Silicon Graphics Inc., the computer workstation maker whose powerful graphics capabilities have earned it a berth in entertainment industry animation and f/x shops, announced Tuesday a set of corporate initiatives — including tighter ties with chip giant Intel Corp. — designed to pull the struggling company back into the black.
Chief among the messages for Hollywood in the SGI corporate makeover was a restated commitment to continue the com-pany’s proprietary Unix-based Irix operating system, despite its plans to roll out machines based on Microsoft’s NT operating system and Intel microprocessors.
“We want to make clear to the entertainment community that we have a long-term commitment to offering a dual-processor environment,” said Todd Johnson, vice president of marketing for SGI.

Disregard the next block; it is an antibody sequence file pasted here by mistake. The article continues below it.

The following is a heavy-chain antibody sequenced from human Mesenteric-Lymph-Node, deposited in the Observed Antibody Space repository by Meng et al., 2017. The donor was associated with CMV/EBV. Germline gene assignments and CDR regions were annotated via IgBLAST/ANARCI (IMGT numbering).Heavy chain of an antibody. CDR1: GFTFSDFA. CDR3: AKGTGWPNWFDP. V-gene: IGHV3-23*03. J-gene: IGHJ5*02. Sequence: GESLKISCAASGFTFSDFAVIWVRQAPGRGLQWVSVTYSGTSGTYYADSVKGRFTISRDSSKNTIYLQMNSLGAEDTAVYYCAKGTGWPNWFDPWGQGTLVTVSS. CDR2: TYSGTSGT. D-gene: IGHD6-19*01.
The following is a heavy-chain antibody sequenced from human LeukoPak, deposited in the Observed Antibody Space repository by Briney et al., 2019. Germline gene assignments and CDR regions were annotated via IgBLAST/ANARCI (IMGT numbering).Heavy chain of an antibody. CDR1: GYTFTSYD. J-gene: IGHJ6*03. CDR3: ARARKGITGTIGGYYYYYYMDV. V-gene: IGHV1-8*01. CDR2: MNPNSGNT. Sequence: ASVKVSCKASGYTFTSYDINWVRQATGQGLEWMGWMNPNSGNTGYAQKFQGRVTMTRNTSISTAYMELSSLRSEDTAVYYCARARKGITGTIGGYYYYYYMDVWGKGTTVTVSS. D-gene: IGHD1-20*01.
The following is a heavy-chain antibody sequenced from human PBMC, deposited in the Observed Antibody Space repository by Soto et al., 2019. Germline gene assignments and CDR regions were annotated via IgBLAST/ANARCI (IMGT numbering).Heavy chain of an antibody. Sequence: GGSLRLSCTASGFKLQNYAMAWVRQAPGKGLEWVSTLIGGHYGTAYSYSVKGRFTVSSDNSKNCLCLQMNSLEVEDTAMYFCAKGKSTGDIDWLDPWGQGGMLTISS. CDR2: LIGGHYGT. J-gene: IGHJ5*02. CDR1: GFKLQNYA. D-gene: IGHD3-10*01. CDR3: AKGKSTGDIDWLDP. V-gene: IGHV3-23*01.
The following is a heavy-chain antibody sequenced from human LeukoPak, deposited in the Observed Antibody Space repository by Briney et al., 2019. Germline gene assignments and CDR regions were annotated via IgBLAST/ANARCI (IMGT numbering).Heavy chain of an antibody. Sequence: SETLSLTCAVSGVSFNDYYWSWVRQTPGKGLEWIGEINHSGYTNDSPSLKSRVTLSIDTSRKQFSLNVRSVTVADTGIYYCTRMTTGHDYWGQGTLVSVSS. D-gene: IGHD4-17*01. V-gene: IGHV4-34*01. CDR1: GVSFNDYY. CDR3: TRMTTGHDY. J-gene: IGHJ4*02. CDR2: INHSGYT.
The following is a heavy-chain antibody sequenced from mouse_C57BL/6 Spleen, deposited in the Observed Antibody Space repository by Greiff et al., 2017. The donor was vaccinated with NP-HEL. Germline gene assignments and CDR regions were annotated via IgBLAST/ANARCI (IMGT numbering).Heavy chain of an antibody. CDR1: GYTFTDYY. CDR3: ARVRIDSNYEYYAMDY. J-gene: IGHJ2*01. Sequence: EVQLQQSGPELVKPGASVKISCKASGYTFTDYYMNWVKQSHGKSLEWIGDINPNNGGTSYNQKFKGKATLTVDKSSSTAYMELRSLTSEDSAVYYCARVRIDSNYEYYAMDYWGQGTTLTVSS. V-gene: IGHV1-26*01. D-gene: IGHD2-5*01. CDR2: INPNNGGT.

The company also detailed its plans to migrate its computer workstation hardware and software entirely to the Intel standard, and start phasing out its own MIPS-chip architecture. The first wave of NT computers from SGI will use Intel’s current Pentium II microprocessors, followed by machines using Intel’s next-generation, 64-bit Merced chips.
SGI’s entry-level NT systems, due out this fall, are expected to cost around $4,000, but will range upward, depending on the configuration.
Computer business observers pointed out that it will be at least a year before the SGI strategy can be judged. “They need to release not only the new NT machines, but to have a couple of quarters of customer support and acceptance,” said Richard Shaffer, editor of industry newsletter Computer Letter. “Success depends on the degree to which people on the creative side can continue to feel comfortable with SGI software and not worry about what operating system is under the hood.”